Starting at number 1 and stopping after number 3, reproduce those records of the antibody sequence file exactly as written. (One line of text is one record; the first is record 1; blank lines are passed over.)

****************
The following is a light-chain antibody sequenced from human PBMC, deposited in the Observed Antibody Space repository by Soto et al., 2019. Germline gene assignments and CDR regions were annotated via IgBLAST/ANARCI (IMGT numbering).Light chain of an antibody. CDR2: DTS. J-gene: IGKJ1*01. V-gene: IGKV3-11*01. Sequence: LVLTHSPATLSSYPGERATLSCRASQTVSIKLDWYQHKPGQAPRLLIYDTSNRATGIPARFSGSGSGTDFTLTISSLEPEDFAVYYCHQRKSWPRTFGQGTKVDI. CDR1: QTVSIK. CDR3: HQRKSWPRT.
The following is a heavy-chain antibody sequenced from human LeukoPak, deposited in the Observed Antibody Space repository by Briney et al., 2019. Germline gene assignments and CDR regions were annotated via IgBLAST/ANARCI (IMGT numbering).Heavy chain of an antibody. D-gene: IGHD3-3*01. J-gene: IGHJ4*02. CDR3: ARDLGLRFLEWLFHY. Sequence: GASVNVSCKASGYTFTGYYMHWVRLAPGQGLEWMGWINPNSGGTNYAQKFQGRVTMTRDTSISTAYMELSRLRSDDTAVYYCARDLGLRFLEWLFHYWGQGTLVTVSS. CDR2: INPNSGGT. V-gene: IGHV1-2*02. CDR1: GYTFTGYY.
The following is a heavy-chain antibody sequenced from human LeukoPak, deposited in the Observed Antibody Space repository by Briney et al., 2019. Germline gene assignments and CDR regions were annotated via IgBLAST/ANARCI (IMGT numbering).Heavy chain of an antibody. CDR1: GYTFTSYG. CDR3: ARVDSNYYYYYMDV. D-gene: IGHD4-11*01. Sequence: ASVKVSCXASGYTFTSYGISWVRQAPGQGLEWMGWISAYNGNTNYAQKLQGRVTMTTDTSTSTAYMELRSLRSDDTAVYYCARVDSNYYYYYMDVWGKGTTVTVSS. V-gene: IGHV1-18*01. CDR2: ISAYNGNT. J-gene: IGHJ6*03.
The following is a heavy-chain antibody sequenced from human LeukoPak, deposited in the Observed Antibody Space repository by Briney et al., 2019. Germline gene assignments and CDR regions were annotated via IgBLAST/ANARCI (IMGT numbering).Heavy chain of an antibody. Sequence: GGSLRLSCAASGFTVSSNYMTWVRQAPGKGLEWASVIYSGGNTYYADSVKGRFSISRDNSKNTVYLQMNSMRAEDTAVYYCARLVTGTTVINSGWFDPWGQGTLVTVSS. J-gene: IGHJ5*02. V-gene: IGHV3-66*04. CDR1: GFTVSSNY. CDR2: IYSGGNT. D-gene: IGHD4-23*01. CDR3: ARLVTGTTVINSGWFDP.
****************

The following is a light-chain antibody sequenced from human PBMC, deposited in the Observed Antibody Space repository by Soto et al., 2019. Germline gene assignments and CDR regions were annotated via IgBLAST/ANARCI (IMGT numbering).Light chain of an antibody. CDR2: DTS. J-gene: IGKJ1*01. V-gene: IGKV3-11*01. Sequence: LVLTHSPATLSSYPGERATLSCRASQTVSIKLDWYQHKPGQAPRLLIYDTSNRATGIPARFSGSGSGTDFTLTISSLEPEDFAVYYCHQRKSWPRTFGQGTKVDI. CDR1: QTVSIK. CDR3: HQRKSWPRT.
The following is a heavy-chain antibody sequenced from human LeukoPak, deposited in the Observed Antibody Space repository by Briney et al., 2019. Germline gene assignments and CDR regions were annotated via IgBLAST/ANARCI (IMGT numbering).Heavy chain of an antibody. D-gene: IGHD3-3*01. J-gene: IGHJ4*02. CDR3: ARDLGLRFLEWLFHY. Sequence: GASVNVSCKASGYTFTGYYMHWVRLAPGQGLEWMGWINPNSGGTNYAQKFQGRVTMTRDTSISTAYMELSRLRSDDTAVYYCARDLGLRFLEWLFHYWGQGTLVTVSS. CDR2: INPNSGGT. V-gene: IGHV1-2*02. CDR1: GYTFTGYY.
The following is a heavy-chain antibody sequenced from human LeukoPak, deposited in the Observed Antibody Space repository by Briney et al., 2019. Germline gene assignments and CDR regions were annotated via IgBLAST/ANARCI (IMGT numbering).Heavy chain of an antibody. CDR1: GYTFTSYG. CDR3: ARVDSNYYYYYMDV. D-gene: IGHD4-11*01. Sequence: ASVKVSCXASGYTFTSYGISWVRQAPGQGLEWMGWISAYNGNTNYAQKLQGRVTMTTDTSTSTAYMELRSLRSDDTAVYYCARVDSNYYYYYMDVWGKGTTVTVSS. V-gene: IGHV1-18*01. CDR2: ISAYNGNT. J-gene: IGHJ6*03.